Can you really put purpose before profit in big business?

Liz Cook, a Cisco employee and Big Issue volunteer, makes the case for the wider benefits of corporate benevolence

Apple committed £1.9 billion ($2.5bn) last year to combat California’s housing crisis. Sure, this is one per cent of the company’s yearly revenue, but it’s been thoughtfully siphoned into several projects, including a £38.3m ($50m) pledge to Silicon Valley’s sustainable housing and homeless prevention organisation, Destination: Home.

Destination: Home’s board, most notably its CEO Jennifer Loving, have spent their lives working to end homelessness. They carry the clout needed to help Santa Clara County’s 7,394 homeless.

Apple refers to the partnership as “working closely with leading experts” and Loving says Apple’s contribution allows her organisation to “scale two proven strategies”. Apple may have reinvented the phone, but they are leaving the wheel well alone here. No gimmicks, or Apple Watches for homeless people, just correctly channelled support. What’s more, companies who consistently top employee-led surveys such as Great Place to Work and Glassdoor’s Best Places to Work are those that score highly on mission (read: purpose), values and trust. The happiest employees – for example those at Cisco, Hilton, Salesforce, Mars, EY –  are working for companies who have made big commitments to giving back to the community.

There’s no shame in profit sitting alongside people and planet – just make it a good deal for your client as well as suppliers

As Richard Layard outlines in his book Can We Be Happier?, top markers of a happy individual are good mental health and a sense of purpose in their work. The happiest countries – Finland, followed by the rest of Scandinavia – were more trusting, more generous, had adequate social support, freedom, health and income. So, giving employees the chance to make an impact, act generously, exercise and earn at work results in a deliriously happy workforce.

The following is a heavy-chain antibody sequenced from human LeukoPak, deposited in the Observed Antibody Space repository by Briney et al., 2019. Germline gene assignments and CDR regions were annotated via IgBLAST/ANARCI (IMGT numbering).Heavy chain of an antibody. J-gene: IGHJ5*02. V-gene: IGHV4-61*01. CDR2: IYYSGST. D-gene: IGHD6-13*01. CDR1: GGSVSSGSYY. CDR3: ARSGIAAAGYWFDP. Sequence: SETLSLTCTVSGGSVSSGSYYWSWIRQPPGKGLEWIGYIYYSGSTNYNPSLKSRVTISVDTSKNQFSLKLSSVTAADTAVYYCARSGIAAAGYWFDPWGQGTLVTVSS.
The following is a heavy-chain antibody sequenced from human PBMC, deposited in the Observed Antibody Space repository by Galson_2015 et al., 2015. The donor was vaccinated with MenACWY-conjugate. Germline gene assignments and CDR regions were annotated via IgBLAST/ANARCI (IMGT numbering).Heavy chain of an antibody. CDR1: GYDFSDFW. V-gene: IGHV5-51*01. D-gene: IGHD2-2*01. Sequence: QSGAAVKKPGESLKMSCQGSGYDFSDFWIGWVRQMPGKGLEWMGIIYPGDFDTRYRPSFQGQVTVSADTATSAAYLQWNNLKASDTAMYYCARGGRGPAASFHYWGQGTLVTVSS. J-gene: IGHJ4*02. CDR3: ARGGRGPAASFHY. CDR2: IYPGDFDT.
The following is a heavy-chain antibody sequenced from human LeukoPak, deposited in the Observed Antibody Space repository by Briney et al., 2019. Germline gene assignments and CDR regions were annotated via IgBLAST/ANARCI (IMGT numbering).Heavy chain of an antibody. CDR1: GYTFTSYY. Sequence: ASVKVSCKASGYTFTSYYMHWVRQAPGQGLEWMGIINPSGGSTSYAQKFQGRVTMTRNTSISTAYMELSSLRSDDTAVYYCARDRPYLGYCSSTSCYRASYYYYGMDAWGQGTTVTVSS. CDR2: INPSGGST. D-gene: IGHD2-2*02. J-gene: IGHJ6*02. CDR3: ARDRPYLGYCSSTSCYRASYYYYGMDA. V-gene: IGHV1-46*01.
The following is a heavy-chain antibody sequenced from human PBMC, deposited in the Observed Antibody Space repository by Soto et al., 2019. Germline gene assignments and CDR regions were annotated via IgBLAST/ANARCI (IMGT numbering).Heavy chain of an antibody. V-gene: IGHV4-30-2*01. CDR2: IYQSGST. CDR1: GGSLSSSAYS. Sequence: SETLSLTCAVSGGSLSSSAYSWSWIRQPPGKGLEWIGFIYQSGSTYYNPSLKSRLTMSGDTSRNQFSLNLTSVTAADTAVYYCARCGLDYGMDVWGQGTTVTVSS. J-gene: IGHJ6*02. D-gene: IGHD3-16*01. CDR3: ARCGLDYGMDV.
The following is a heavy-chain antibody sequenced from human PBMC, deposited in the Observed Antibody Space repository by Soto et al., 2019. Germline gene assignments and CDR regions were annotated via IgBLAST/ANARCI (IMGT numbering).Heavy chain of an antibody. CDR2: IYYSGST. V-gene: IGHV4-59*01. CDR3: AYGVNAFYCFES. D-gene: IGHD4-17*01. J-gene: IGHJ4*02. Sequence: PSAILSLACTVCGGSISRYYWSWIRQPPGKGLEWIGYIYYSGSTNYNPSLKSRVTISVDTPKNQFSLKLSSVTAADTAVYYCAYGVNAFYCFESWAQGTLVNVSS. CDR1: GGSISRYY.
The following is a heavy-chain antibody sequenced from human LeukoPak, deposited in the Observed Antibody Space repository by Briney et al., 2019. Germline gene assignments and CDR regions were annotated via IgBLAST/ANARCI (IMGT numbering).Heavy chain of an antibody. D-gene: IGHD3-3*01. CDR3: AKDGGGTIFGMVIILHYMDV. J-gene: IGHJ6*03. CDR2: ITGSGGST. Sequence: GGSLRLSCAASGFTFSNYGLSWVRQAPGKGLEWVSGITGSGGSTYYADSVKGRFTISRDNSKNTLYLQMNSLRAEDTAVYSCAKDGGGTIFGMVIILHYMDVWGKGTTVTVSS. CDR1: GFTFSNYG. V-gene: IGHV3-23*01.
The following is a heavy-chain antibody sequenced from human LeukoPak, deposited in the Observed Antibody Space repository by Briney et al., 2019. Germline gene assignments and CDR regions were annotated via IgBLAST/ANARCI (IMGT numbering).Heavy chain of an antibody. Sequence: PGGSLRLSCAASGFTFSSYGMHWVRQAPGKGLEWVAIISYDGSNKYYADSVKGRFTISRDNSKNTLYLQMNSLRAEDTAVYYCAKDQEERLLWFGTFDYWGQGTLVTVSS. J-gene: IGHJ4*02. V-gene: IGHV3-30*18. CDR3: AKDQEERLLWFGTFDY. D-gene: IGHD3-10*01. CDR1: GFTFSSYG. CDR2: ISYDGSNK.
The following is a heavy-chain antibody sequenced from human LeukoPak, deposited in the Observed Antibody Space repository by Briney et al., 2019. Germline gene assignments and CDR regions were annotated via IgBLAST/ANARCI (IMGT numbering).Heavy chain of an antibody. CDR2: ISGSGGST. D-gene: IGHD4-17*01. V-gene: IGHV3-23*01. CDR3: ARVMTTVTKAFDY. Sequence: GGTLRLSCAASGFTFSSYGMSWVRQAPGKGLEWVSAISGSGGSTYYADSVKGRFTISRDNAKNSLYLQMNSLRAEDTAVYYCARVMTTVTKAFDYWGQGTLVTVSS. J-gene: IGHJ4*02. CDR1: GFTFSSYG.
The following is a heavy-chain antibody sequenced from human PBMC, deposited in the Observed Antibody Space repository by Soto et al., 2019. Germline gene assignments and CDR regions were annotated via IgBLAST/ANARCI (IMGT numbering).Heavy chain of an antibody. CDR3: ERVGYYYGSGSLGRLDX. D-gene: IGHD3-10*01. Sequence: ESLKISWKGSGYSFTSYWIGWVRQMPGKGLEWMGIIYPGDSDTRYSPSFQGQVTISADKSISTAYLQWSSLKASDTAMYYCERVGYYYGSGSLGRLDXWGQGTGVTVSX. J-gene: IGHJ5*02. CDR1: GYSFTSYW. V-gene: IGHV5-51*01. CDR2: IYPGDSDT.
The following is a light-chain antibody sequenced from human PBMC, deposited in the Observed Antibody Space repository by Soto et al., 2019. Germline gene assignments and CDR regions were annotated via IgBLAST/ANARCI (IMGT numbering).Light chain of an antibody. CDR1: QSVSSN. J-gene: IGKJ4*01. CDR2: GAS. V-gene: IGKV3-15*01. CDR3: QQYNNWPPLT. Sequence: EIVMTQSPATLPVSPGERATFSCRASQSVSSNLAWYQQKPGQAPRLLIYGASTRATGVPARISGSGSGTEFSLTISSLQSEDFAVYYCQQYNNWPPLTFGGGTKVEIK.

I, readers, am one of the delirious. For eight years I’ve been working for technology firm Cisco (voted 2019’s Best Workplace in the World), and I’m spending my five allotted days a year volunteering my writing skills with the editorial team at The Big Issue.

DID YOU KNOW…

If you pay for the magazine you should always take it. Vendors are working for a hand up, not a handout.

That’s a bit of a stretch, I hear you say. You could be building water pumps, teaching code or serving in soup kitchens. But I’m also seven weeks away from having a baby, so tapping my fat fingers on a keyboard to help get a brilliant magazine into the hands of vendors is one way I can sensibly make a difference. Of course, next week I will still have a sales target to deliver, remaining no more important than my 70,000 colleagues, but my sense of contribution to a cause will absolutely make me more productive, because I will be grateful, inspired and refreshed.

So, how can the contribution of soft-handed office workers truly make a difference?

We’ve learned from the billionaire Elon Musk that trying to help the world by doing things your way (cave submarine, anyone?) isn’t always useful or welcome. It comes back to sensible partnering with the experts. Heavyweight Goliaths teaming up with focused and victorious Davids.

When volunteering last year in my local Trussell Trust foodbank, it was clear that the Cisco-Trussell Trust relationship is symbiotic. Where Trussell Trust has developed a unique programme for Cisco employees to volunteer in clear and useful ways, Cisco helps with issues such as GDPR, cybersecurity and, crucially, with helping translate and analyse Trussell Trust’s vast data on foodbanks. Cisco and Trussell Trust can fight food poverty better working together rather than separately.

Another Goliath teaming well with David, Legal & General has leapt into affordable housing projects, making a £44.6m investment in housing homeless families last year by partnering with Croydon Council. Working with the council’s frontline team means accommodation is correctly managed and given to those on Croydon’s waiting list, which currently numbers more than 2,000. In turn, Croydon Councillor Alison Butler said L&G’s investment saves them around £20m in loan costs, helping more families in the long term. That’s a huge win for the public and big business. No wonder almost 70 per cent of L&G employees say they would refer a friend.

Purpose-led doesn’t have to mean a drop in profits, it means making profits ethical. As businesses move towards the triple bottom line of people, planet and profit, all three should hold equal value.

It’s a brave step for older companies, but look at Unilever, whose 26 sustainable living brands grew 46 per cent faster than the rest of the business, delivering 70 per cent of overall turnover growth in 2017. Consumers and employees welcome the change – they want their hand soap and their workplace to align to their values.

It’s right to be sceptical when altruism is so good for reputation. The key to sustainability is upkeep. It’s not acceptable for Goliaths to give charitably but ignore the wages of factory workers. It’s not enough if you’ve banned disposable coffee cups but your supply chain is oozing carbon emissions. There’s no shame in profit sitting alongside people and planet – just make it a good deal for your client as well as suppliers. Distribute wealth fairly. Improve the world with your product.

Get this right, and you really are making the planet a happier place.